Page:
Gossip Girl returns from its winter hiatus tonight, with Serena and Chuck ready to take Lily down, Blair and Dan fresh off some Christmas vacation hang time, and a couple of rarely spotted African-Americans heading to the Upper East Side. In honor of the occasion, we got on the phone with writer and executive producer Stephanie Savage to talk about Ed Westwick’s chest hair, the Dan-Serena-Blair triangle, and what Blair Waldorf owes the American penal system.
One of the things that’s really fun about TV, is that shows have time to change and figure out what they’re good at. They start as one thing, but then actors have different chemistry than expected, and the show’s focus shifts. In the first few episodes, Gossip Girl was a show about Serena. But it’s become just as much about Blair, and really Blair and Chuck. When did you start recalibrating for that?
Well, it was always our intention to make the show a true ensemble. The pilot story’s very much about Serena, and she certainly drove a lot of the story in season one. But the hope with something like this is that you can create multiple characters that will be interesting enough, fun enough, and deep enough that you’ll be able to have them drive their own stories down the line. So, yeah, if you think about Chuck Bass in the pilot, you wouldn’t go, “Oh, that’s probably a character that’s going to have big ‘A stories’ in season four.” But if you work hard and have a great actor, you’re able to create something that becomes its own engine.
Knowing what you do now about how important Chuck became to the show, if you could go back to the pilot, would you not make him an attempted rapist?
It’s hard to say. We’ve tried to incorporate that into his journey, to not just sweep that under the rug, and to address it at least a couple times every season so it’s incorporated into Chuck’s larger journey of figuring out who he is. And in fairness, Chuck was an attempted kissing bandit.
The Juliet story line this year was one of the first you’ve had that went on half the season, where you kept things hidden from the viewers for long periods of time. Were you intentionally trying to do something different from the more typical shorter, quickly concluded arcs?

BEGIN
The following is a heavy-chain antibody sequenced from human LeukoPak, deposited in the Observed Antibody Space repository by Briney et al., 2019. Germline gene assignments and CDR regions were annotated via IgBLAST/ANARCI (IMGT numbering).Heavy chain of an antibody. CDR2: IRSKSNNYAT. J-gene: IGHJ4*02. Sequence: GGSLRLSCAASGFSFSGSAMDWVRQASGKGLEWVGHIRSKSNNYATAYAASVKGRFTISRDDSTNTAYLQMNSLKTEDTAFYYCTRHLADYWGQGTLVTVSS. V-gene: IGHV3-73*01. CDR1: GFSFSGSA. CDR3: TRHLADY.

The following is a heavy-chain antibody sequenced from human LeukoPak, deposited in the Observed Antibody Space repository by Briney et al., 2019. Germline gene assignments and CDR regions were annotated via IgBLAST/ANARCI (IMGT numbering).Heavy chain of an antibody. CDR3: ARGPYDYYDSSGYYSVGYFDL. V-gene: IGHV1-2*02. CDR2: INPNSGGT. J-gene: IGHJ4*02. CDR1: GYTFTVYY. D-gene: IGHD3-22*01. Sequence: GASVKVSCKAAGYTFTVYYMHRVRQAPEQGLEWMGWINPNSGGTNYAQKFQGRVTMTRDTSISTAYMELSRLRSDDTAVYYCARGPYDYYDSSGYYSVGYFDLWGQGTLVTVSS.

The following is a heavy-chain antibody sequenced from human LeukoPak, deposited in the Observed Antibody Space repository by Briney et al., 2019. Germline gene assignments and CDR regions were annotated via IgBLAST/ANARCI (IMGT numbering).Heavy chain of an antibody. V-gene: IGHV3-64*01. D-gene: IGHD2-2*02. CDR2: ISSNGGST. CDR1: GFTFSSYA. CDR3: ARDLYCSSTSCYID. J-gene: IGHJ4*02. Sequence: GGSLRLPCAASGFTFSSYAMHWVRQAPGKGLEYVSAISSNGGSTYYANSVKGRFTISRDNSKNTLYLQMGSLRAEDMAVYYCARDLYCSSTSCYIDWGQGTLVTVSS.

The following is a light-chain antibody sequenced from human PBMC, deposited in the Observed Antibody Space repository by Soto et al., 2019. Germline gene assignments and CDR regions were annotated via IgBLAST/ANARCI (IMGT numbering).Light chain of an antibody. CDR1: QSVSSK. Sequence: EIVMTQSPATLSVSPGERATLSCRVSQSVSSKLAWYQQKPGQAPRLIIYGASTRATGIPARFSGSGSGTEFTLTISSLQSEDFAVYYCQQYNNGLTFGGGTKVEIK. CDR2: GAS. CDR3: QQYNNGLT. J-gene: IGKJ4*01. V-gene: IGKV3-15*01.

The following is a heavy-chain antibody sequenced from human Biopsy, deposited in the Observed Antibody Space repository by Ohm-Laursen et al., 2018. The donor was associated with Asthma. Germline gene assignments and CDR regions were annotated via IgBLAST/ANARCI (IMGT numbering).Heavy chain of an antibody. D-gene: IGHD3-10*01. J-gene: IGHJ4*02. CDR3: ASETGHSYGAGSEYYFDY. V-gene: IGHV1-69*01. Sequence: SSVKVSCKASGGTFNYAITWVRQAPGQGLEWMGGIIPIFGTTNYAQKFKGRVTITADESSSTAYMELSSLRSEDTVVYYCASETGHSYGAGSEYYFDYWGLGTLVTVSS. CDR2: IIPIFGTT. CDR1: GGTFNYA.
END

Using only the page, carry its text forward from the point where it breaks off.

We were feeling that that was something frustrating for fans. On the one hand, people like that the stories move quickly and that we don’t dwell on things endlessly, but we’ve also had some story lines that people would have liked to have spent more time on, but that we had to speed through. The risk that you take in committing to a longer story arc is that if people don’t like that story arc, you’re really stuck in it until it end. But we conceived of the character with Katie Cassidy in mind, and once we were sure she was going to play the character, we felt confident that we were going to have someone who would fold into our ensemble, someone who was going to be fun for our audience to watch.
Leighton Meester recently gave an interview saying she thought she’d be done with the show in two years when her contract is up. Have you guys thought ahead to then?
You know, we’re looking forward to getting a season five pickup to be back next year. So I can honestly say we haven’t put that much thought or worry into what’s going to happen in season seven.
Would you continue with a new cast?
We’re taking it one season at a time.
While I’m asking questions you probably aren’t going to answer, is Jenny going to be back for good at any point this year?
I’d rather not say because I thought it was more fun in the first half of the season, when people didn’t know.